A typical agile planning and communication plan consists of 1-2 week iterations with 5 types of meetings: (a) story planning meetings; (b) iteration plan; (c) showcase, (d) mini-retrospective; (e) daily stands.
Many of the older books on planning advocated writing down every to-do item in the plan at the beginning, and then executing the plan. Unfortunately, this lead to projects that were overdue and not what the stakeholders wanted. Part of the problem is that in the real-world, the ground is always shifting under your feet because clients change, competitors do the unexpected, things take longer than expected, and you get new information that breaks your assumptions. How should you plan in a rapidly changing environment?
In agile, you only make detailed plans for the next 1-2 weeks of work. This has a few benefits:
- you don't waste time creating a plan that you will throw away
- you can quickly adapt the plan to new circumstances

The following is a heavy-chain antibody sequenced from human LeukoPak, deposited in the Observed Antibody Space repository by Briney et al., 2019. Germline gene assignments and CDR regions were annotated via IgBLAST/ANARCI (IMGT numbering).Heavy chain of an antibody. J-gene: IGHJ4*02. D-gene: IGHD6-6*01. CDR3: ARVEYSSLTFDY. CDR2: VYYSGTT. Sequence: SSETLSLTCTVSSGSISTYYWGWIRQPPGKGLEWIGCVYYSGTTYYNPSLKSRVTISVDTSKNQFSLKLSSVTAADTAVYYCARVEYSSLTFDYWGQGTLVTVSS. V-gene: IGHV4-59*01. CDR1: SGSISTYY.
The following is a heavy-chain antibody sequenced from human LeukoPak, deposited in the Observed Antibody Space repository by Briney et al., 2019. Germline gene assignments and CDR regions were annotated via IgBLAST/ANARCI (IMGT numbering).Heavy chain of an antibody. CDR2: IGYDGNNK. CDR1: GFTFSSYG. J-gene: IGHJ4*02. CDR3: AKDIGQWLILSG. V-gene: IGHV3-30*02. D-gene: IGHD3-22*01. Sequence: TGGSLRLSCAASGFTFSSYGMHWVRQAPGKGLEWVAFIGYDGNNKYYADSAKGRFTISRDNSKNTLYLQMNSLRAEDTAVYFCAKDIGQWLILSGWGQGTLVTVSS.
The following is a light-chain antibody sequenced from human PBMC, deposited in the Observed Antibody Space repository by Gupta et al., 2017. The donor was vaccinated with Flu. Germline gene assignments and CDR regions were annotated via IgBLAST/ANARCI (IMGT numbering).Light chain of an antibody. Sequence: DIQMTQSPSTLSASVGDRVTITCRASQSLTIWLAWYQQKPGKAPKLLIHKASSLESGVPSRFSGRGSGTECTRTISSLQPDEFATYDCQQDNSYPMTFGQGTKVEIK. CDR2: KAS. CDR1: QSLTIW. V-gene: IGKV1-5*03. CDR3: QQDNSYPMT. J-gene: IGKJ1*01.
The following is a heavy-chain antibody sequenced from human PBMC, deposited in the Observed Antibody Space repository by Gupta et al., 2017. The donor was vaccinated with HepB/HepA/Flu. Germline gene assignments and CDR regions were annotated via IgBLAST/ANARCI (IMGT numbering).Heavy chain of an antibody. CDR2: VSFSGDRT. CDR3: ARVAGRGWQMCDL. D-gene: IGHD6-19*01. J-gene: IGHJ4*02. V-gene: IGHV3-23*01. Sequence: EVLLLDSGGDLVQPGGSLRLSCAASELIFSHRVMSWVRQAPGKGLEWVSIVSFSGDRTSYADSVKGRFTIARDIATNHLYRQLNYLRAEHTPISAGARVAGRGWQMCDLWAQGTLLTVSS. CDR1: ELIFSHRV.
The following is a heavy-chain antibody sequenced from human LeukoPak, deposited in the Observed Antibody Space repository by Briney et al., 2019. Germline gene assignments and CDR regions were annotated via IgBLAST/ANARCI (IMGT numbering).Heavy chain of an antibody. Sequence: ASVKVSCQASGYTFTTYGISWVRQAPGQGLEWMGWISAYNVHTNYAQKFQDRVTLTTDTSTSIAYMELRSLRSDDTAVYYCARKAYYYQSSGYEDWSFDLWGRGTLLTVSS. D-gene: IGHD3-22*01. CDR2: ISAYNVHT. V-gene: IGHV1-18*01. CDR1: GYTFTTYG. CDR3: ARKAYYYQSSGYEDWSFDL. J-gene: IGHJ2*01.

Here you'll learn about the 5 kinds of planning meetings that are often used in Agile.
A typically agile communication plan consists 5 types of meetings:
- Story planning
- Iteration plan
- Daily stands
In the story planning meeting, you plan what you want things you will create that are valuable to the user, in the form of user stories.
In the iteration planning meeting, you plan which user stories to do for this iteration
During the iteration you hold daily stands where the team quickly communicates if they are on track or if not, what is in the way
During the showcase meeting, you demo the work to the client and stakeholders
In the mini-retrospective, you figure out what your team could do to improve.
Rasmusson, J. (2010). The agile samurai: How agile masters deliver great software (pragmatic programmers). USA: Pragmatic Bookshelf